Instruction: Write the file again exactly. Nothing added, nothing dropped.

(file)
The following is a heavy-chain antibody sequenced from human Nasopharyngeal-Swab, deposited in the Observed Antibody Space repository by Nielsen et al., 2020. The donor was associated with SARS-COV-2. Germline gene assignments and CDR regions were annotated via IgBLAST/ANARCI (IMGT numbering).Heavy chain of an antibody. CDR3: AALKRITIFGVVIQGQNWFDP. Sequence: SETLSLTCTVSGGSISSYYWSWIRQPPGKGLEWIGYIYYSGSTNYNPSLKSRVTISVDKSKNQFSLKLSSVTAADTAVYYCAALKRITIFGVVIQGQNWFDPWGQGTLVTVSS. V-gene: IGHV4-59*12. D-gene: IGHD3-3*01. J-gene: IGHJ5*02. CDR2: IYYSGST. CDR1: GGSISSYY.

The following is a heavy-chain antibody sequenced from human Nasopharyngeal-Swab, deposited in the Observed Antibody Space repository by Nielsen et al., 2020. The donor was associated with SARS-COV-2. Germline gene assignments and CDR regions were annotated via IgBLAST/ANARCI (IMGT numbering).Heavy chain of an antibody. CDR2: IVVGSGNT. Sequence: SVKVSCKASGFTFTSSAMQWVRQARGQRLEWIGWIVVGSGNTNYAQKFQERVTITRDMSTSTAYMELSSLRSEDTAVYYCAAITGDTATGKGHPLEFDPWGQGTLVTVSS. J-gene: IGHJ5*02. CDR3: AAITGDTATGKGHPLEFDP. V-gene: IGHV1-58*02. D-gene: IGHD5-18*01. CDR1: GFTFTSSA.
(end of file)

The following is a heavy-chain antibody sequenced from human Nasopharyngeal-Swab, deposited in the Observed Antibody Space repository by Nielsen et al., 2020. The donor was associated with SARS-COV-2. Germline gene assignments and CDR regions were annotated via IgBLAST/ANARCI (IMGT numbering).Heavy chain of an antibody. CDR3: AALKRITIFGVVIQGQNWFDP. Sequence: SETLSLTCTVSGGSISSYYWSWIRQPPGKGLEWIGYIYYSGSTNYNPSLKSRVTISVDKSKNQFSLKLSSVTAADTAVYYCAALKRITIFGVVIQGQNWFDPWGQGTLVTVSS. V-gene: IGHV4-59*12. D-gene: IGHD3-3*01. J-gene: IGHJ5*02. CDR2: IYYSGST. CDR1: GGSISSYY.

The following is a heavy-chain antibody sequenced from human Nasopharyngeal-Swab, deposited in the Observed Antibody Space repository by Nielsen et al., 2020. The donor was associated with SARS-COV-2. Germline gene assignments and CDR regions were annotated via IgBLAST/ANARCI (IMGT numbering).Heavy chain of an antibody. CDR2: IVVGSGNT. Sequence: SVKVSCKASGFTFTSSAMQWVRQARGQRLEWIGWIVVGSGNTNYAQKFQERVTITRDMSTSTAYMELSSLRSEDTAVYYCAAITGDTATGKGHPLEFDPWGQGTLVTVSS. J-gene: IGHJ5*02. CDR3: AAITGDTATGKGHPLEFDP. V-gene: IGHV1-58*02. D-gene: IGHD5-18*01. CDR1: GFTFTSSA.